Braves' Wisler turns to HOFer Glavine to help with changeup
ATLANTA -- The two met for a cup of coffee that expanded into a two-hour conversation on pitching, and in particular Matt Wisler's changeup. The Braves' 23-year-old right-hander had the ear of Tom Glavine, who built his Hall of Fame resume with that very pitch, and Wisler was taking full advantage.
"That was his big pitch and that's why I wanted to get with him on it," Wisler said. "That was his bit pitch and I need to make that a bit priority this offseason so I can handle lefties a little better this coming year, so it was a pitch I needed to learn.
I think it will be a good pitch for righties too. He was talking to me about when he used to throw it, the confidence he had in it and just kind of how to go about throwing it."
It was during a Sept. 29 start against the Nationals at Turner Field that the topic in the FOX Sports South broadcast booth turned into Wisler's changeup. The rookie was in the midst of throwing seven innings of one-hit ball, but that pitch in particular had haunted him for most of the season. As catcher A.J. Pierzynski, who was behind the plate for that outing, said, "I remember talking to him, and for a long stretch of starts (the changeup) was too hard."
Wisler threw his changeup just 151 times last season, as the slider -- which he delivered 438 times -- became his most-used secondary pitch. Much of that had to do with its ineffectiveness; batters had a 97.1 contact rate in offerings inside the strike zone, the highest of his arsenal, and it also had the lowest swing rate in general at 42.4.
So when Glavine announced during that outing vs. Washington "I'm a phone call away," Wisler took him up on the offer.
"Some people told me that and I wanted to get in touch with him and I got his number from (Braves president of baseball operations) John Hart and texted him," Wisler said.
Glavine had long been enamored with Wisler, noting the similarities in "how he goes about his business," and most importantly, his willingness to ask for help.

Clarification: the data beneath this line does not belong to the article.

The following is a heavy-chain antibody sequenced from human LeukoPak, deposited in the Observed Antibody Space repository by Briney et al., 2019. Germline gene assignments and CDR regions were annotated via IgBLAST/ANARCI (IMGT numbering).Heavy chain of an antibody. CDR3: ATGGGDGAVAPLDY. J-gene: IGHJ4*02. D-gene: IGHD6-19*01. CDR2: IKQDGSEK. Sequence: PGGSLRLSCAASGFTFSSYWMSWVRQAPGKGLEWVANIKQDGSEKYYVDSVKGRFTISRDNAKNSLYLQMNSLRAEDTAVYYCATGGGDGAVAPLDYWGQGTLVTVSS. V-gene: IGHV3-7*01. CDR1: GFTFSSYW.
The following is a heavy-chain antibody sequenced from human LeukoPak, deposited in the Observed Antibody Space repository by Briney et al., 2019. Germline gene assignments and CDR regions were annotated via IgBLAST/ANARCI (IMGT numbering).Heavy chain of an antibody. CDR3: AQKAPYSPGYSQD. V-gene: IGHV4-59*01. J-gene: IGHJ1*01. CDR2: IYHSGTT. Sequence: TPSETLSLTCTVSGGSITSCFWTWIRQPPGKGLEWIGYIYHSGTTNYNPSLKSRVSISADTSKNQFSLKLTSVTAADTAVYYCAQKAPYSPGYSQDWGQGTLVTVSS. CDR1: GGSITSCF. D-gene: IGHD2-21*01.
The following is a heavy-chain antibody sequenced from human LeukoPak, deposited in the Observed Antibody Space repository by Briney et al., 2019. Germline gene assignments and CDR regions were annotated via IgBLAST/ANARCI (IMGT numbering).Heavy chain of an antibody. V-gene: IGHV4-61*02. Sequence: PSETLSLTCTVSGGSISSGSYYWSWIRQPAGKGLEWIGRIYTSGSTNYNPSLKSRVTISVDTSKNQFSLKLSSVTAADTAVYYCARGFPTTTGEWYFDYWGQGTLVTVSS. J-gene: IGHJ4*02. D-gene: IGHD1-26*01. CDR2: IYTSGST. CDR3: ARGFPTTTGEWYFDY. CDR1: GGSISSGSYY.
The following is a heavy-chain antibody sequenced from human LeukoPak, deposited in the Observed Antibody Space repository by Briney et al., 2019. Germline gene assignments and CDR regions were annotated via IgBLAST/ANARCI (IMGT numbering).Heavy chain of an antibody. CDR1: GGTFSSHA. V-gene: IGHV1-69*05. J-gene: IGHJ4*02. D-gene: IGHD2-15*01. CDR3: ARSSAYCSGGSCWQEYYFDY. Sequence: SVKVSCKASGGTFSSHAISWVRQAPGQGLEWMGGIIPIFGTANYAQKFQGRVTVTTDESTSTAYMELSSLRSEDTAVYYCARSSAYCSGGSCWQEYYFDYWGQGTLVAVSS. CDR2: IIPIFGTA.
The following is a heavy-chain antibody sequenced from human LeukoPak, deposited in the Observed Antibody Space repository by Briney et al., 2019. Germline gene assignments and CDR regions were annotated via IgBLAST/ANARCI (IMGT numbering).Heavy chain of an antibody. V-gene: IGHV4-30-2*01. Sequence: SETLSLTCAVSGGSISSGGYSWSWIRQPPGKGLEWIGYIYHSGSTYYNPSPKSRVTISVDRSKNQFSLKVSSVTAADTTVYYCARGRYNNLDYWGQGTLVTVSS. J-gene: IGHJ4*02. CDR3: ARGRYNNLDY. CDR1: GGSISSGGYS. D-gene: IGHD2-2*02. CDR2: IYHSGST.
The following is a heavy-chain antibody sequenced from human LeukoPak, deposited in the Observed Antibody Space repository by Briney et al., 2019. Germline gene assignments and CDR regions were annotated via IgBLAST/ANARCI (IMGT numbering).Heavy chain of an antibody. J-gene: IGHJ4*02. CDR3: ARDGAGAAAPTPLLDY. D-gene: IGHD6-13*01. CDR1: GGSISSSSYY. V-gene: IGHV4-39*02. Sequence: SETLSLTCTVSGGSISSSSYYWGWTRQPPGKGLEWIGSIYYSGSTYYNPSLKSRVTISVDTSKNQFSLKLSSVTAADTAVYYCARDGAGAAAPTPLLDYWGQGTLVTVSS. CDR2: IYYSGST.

"What I like about him is that he's eager to learn stuff, eager to ask questions and you don't get that a lot with young guys," Glavine said. "I know I wasn't like that when I was a younger player."
Famously, the two-seam circle change was a pitch Glavine had found by accident. It was during spring training in 1989 when a ball rolled toward him and he picked it up, his middle and ring fingers along the seam, with tip of his index finger on top of his thumbnail. He threw it ever since, a pitch he would always have confidence in during a 22-year career that included 305 wins and two Cy Young awards.
Now he was imparting that wisdom on one of the Braves' young arms, as the two decided to set aside time to work together when Wisler began throwing off the mound. They were joined by veteran catcher Tyler Flowers, who signed a two-year deal with Atlanta in December.
"I thought it was good," Flowers said. "I think Tom had some good advice for him to simplify his thoughts and his mentality on specifically the changeup and when he was trying to execute it arm-side vs. opposite arm-side. I think it was a good lesson for him."
Wisler went 8-8 with a 4.71 ERA in 109 innings over 19 starts last season and ended with an impressive three-start stretch that included three combined earned runs in 22 2/3 innings against the Mets, Nationals and Cardinals.
With All-Star Shelby Miller since traded to the Diamondbacks and Julio Teheran and Bud Norris the only pitchers certain to break spring training in the rotation, the Braves could benefit from Wisler building off that strong finish to 2015.
Especially if he can do so with an improved changeup.
"If you're going to pick a guy Tom Glavine is the guy to go to," Pierzynski said. "Hopefully he comes in and believes in it and you've just got to throw it and have confidence in a pitch."
Follow Cory McCartney on Twitter @coryjmccartney and Facebook. His book, 'Tales from the Atlanta Braves Dugout: A Collection of the Greatest Braves Stories Ever Told' comes out April 5, 2016.